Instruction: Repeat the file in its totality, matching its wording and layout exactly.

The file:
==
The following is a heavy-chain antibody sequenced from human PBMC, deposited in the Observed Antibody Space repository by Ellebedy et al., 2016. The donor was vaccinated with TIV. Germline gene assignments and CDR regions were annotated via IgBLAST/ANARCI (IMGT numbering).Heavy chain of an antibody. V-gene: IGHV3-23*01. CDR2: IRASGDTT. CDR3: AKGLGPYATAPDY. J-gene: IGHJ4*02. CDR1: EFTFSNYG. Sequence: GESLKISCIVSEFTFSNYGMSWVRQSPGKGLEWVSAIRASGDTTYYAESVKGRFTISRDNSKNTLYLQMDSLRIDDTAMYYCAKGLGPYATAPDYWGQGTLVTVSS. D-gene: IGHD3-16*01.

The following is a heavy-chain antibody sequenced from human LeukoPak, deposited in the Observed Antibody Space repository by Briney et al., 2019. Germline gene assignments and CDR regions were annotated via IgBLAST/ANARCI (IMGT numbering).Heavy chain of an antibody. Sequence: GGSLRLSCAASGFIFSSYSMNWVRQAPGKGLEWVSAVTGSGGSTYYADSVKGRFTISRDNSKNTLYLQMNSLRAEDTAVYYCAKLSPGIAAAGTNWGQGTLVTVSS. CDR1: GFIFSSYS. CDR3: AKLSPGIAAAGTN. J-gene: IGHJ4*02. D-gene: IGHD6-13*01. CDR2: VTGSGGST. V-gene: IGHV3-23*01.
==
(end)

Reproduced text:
The following is a heavy-chain antibody sequenced from human PBMC, deposited in the Observed Antibody Space repository by Ellebedy et al., 2016. The donor was vaccinated with TIV. Germline gene assignments and CDR regions were annotated via IgBLAST/ANARCI (IMGT numbering).Heavy chain of an antibody. V-gene: IGHV3-23*01. CDR2: IRASGDTT. CDR3: AKGLGPYATAPDY. J-gene: IGHJ4*02. CDR1: EFTFSNYG. Sequence: GESLKISCIVSEFTFSNYGMSWVRQSPGKGLEWVSAIRASGDTTYYAESVKGRFTISRDNSKNTLYLQMDSLRIDDTAMYYCAKGLGPYATAPDYWGQGTLVTVSS. D-gene: IGHD3-16*01.

The following is a heavy-chain antibody sequenced from human LeukoPak, deposited in the Observed Antibody Space repository by Briney et al., 2019. Germline gene assignments and CDR regions were annotated via IgBLAST/ANARCI (IMGT numbering).Heavy chain of an antibody. Sequence: GGSLRLSCAASGFIFSSYSMNWVRQAPGKGLEWVSAVTGSGGSTYYADSVKGRFTISRDNSKNTLYLQMNSLRAEDTAVYYCAKLSPGIAAAGTNWGQGTLVTVSS. CDR1: GFIFSSYS. CDR3: AKLSPGIAAAGTN. J-gene: IGHJ4*02. D-gene: IGHD6-13*01. CDR2: VTGSGGST. V-gene: IGHV3-23*01.